Joe and Geoff are starting a new series called “Why Lent?”  In this episode they give an overview of the series and they talk about preaching themes for Ash Wednesday.


Links mentioned in the episode

Article by David Lose that inspired this series –

Sunday is Coming –


Sunday is Coming! “Finding Peace”

Mark 1: 29- 39 Epiphany 5B










A few weeks ago I was really struggling.  It felt like all areas of my life were out of place.  My wife and kids were sick, I wasn’t feeling 100%, the house was a mess and I had more than 100 emails to respond too.

I needed to get away for awhile.  I felt the world closing in on me.  I could not stay at home because I was reminded of all that needed to be done at the house.  I could not go to the church because I knew I would get interrupted or have someone add another thing to my already long to do list.

I had to find a place to go and pray.

I got in my car, I turned it on and I sat there.  I did not know where to go!  If I ever have a need to connect with God I would go somewhere by myself in my house or at the church.  So I started to drive.  Eventually I found myself at Dunn Pond, a state park that my family frequents during the summer.  It never crossed my mind to go there in the winter.

I got out of my car and I went to the water.  I took a deep breath and I let the spirit encompass my entire being.  Then I prayed.

There is something about the water that brought me life.  I felt a connection in that moment that carried me the rest of the week.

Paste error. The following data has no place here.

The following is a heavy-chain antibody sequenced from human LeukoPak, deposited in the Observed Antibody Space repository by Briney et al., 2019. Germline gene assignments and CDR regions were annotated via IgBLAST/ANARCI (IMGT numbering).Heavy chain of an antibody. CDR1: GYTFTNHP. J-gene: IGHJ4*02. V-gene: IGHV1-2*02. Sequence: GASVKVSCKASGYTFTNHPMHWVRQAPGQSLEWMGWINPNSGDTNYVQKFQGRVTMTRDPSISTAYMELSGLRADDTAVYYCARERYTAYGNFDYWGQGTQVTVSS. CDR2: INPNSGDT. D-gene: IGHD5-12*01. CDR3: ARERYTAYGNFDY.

My problems did not go away but God gave me the strength to continue and I knew that God was with me.

Do you have a place that you can go to reconnect with God?

What are some of the ways that you deal with stress in your life?

Sunday is coming! “Have you come to destroy us?”

Mark 1:21-28. Epiphany 4B

Have you come to destroy us?” (Mark 1:24)

At some point every leader faces this question. Sometimes it is asked by detractors. Other times it is asked by a leader’s most supportive constituents. Implementing and sustaining change can be incredibly difficult, and most people resist it even when it good for them. That is probably why most New Year’s resolutions have already failed and it isn’t even February yet.

I wonder why this is.

1. Perhaps the goals of change are so far out of reach they seem impossible to achieve. For example, we often say things such as, “This year I am going to lose 50lbs” without a tangible incremental plan to get there. Rather than do what we need to do to lose the weight – we instead lose interest, undermine our best intentions and get discouraged by our inability to follow-through on what we know would be beneficial to us.